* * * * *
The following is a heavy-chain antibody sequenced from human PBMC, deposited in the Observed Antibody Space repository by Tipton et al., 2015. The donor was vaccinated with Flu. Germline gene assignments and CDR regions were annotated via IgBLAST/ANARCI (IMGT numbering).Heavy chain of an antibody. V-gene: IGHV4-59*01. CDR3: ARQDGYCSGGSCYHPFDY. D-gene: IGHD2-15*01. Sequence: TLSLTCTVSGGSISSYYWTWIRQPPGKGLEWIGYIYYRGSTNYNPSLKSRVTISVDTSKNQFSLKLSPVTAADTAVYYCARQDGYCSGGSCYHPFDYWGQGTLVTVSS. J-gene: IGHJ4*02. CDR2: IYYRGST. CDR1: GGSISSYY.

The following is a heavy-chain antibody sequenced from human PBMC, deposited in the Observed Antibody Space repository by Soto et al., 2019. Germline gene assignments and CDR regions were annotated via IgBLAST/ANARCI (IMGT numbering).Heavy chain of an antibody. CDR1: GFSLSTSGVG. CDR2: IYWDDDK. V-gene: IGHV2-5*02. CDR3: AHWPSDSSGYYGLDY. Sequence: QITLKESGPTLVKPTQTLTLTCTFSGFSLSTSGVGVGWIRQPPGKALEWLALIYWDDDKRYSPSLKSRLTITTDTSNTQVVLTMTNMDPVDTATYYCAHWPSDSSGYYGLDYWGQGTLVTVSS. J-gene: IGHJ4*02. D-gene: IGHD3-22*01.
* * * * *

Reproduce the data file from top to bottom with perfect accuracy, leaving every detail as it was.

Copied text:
The following is a heavy-chain antibody sequenced from human PBMC, deposited in the Observed Antibody Space repository by Tipton et al., 2015. The donor was vaccinated with Flu. Germline gene assignments and CDR regions were annotated via IgBLAST/ANARCI (IMGT numbering).Heavy chain of an antibody. V-gene: IGHV4-59*01. CDR3: ARQDGYCSGGSCYHPFDY. D-gene: IGHD2-15*01. Sequence: TLSLTCTVSGGSISSYYWTWIRQPPGKGLEWIGYIYYRGSTNYNPSLKSRVTISVDTSKNQFSLKLSPVTAADTAVYYCARQDGYCSGGSCYHPFDYWGQGTLVTVSS. J-gene: IGHJ4*02. CDR2: IYYRGST. CDR1: GGSISSYY.

The following is a heavy-chain antibody sequenced from human PBMC, deposited in the Observed Antibody Space repository by Soto et al., 2019. Germline gene assignments and CDR regions were annotated via IgBLAST/ANARCI (IMGT numbering).Heavy chain of an antibody. CDR1: GFSLSTSGVG. CDR2: IYWDDDK. V-gene: IGHV2-5*02. CDR3: AHWPSDSSGYYGLDY. Sequence: QITLKESGPTLVKPTQTLTLTCTFSGFSLSTSGVGVGWIRQPPGKALEWLALIYWDDDKRYSPSLKSRLTITTDTSNTQVVLTMTNMDPVDTATYYCAHWPSDSSGYYGLDYWGQGTLVTVSS. J-gene: IGHJ4*02. D-gene: IGHD3-22*01.